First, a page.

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People v. Weathersby





Appeal from the Circuit Court of Cook County; the Hon. James J. Heyda, Judge, presiding.


William Weathersby was found guilty by a jury of murder in the beating death of Katherine Gilbert, and was sentenced to a 40-year prison term. On appeal to this court defendant contends that he was denied a fair trial by the prosecution's use of a statement obtained in violation of his Miranda rights. (Miranda v. Arizona (1966), 384 U.S. 436, 16 L.Ed.2d 694, 86 S.Ct. 1602.) Defendant also contends that his conviction must be reversed because the State failed to produce one of the witnesses to that statement at the motion to suppress and because the State failed to identify that person as a witness to the statement in answer to discovery. Finally defendant asserts that he was denied effective assistance of counsel.

We affirm.

The pertinent evidence at trial established the following. At 5 p.m. on October 30, 1981, Chicago police officer Allan Smith was called to an apartment building at 2208 East 68th Street in Chicago. There he saw the defendant, apparently intoxicated, trying to get into his (the defendant's) apartment with a key. Defendant told Smith there was a dead lady inside. Smith followed defendant inside where he found streaks of blood on the floor. He searched the defendant but found no weapons.

Officer Smith followed a trial of blood into a bedroom where he found the body of Katherine Gilbert laying face up in bed. Subsequent medical testimony established she had been beaten to death. There was blood throughout the bedroom. When Smith saw that defendant had followed him he ordered him to sit on the sofa in the living room.

Smith noted that there was blood on the kitchen floor but the back door in the kitchen was securely locked with two locks. Neither the apartment windows nor the doors were damaged.

Detective Dennis Gray testified that he and his partner, Detective Charles Salvatore, were assigned to investigate this homicide. They arrived at the apartment building about 6 p.m. that evening. Gray noted that the outside entrance to the building was blocked by an eight-foot fence which required them to be admitted through an electronically controlled gate. The outer vestibule door was also locked. In the apartment Gray found a broken table leg and a tire iron, each bearing blood subsequently found to be consistent with that of the victim. There was a large pool of blood in front of the bathroom sink and rags and towels were piled next to the sink. The defendant was transported to Area 1 police headquarters, while Gray and Salvatore conducted an investigation in the neighborhood.

At about 7 p.m., according to Gray's testimony, he and Salvatore spoke to defendant in an interview room at Area 1. Defendant told them he had come home at 5 p.m. that day to find the victim's body in bed. He then went to the apartment of a neighbor, Ima Jean Walker, who called the police. The detectives then unsuccessfully searched for some of the people with whom defendant told them he had been that day.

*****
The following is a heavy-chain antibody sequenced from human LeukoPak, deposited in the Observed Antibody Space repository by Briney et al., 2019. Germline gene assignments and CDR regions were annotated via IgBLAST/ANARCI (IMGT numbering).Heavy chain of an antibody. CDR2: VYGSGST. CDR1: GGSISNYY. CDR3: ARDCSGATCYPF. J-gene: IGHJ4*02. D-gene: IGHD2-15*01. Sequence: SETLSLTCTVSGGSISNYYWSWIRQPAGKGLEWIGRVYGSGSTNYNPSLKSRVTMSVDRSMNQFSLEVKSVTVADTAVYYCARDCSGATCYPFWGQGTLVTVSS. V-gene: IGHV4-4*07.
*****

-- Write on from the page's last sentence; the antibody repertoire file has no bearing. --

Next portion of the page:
At 11 p.m. the detectives again spoke to the defendant. They found bloodstains inside his shoes, on his socks, and on his underwear. The blood on the underwear was subsequently found to not be defendant's blood and was consistent in type with the victim's blood.

According to Gray he and Salvatore next spoke to the defendant the following day, October 31, at 6 p.m. The defendant was advised of his Miranda rights by Gray. Gray then left the room and Salvatore spoke to the defendant alone.

At about 10 p.m. Gray and Salvatore again questioned the defendant. This time defendant stated that on October 29 after a day spent drinking vodka with various people he returned to his apartment and had several drinks with Ima Walker and the victim. Defendant stated that the next thing he remembered was waking at 8 a.m. to find the victim in a pool of blood at the foot of the bed. She was still breathing. Defendant placed her in the bed. He found blood throughout the apartment and noticed some on his clothes. He became frightened, took off his clothes, and washed the blood from his body. He then left the house. Defendant initially stated he had to unlock his front door to leave, but then said the door was not locked.

Defendant stated that he did not seek medical attention for the victim because he was frightened. He visited his sister and then began drinking on the street with some acquaintances. Defendant became worried about the victim and returned to his apartment, finding her dead. He left the apartment, discarding in an alley the clothes he had previously removed. Later he returned to the apartment, pretended to have just discovered the body, and had his neighbor, Ima Walker telephone the police.

The detectives asked defendant about the origin of the blood found on his underwear. He stated that this came from blood on his arm from a tetanus shot received at Cermak Hospital on October 28. However, at trial it was stipulated that a medical record technician from the hospital would testify that the hospital had no record of such treatment.

Ima Walker testified that she drank with defendant and the victim in their apartment from five to six p.m. on October 29, 1981. When Walker left the apartment Katherine Gilbert had no injuries. About 5 p.m. the next day she heard defendant at his door and asked him if the victim was home. Defendant said he was going to see. He went in the apartment and ...

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